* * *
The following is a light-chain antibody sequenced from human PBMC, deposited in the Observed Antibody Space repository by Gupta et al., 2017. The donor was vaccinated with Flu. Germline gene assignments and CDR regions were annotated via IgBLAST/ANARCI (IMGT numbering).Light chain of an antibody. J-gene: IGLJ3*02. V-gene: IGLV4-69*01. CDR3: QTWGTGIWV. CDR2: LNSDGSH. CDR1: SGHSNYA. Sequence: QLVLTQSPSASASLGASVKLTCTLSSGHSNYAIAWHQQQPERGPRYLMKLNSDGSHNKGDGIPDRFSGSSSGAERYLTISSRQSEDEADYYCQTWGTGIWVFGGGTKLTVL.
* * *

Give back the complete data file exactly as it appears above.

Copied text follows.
The following is a light-chain antibody sequenced from human PBMC, deposited in the Observed Antibody Space repository by Gupta et al., 2017. The donor was vaccinated with Flu. Germline gene assignments and CDR regions were annotated via IgBLAST/ANARCI (IMGT numbering).Light chain of an antibody. J-gene: IGLJ3*02. V-gene: IGLV4-69*01. CDR3: QTWGTGIWV. CDR2: LNSDGSH. CDR1: SGHSNYA. Sequence: QLVLTQSPSASASLGASVKLTCTLSSGHSNYAIAWHQQQPERGPRYLMKLNSDGSHNKGDGIPDRFSGSSSGAERYLTISSRQSEDEADYYCQTWGTGIWVFGGGTKLTVL.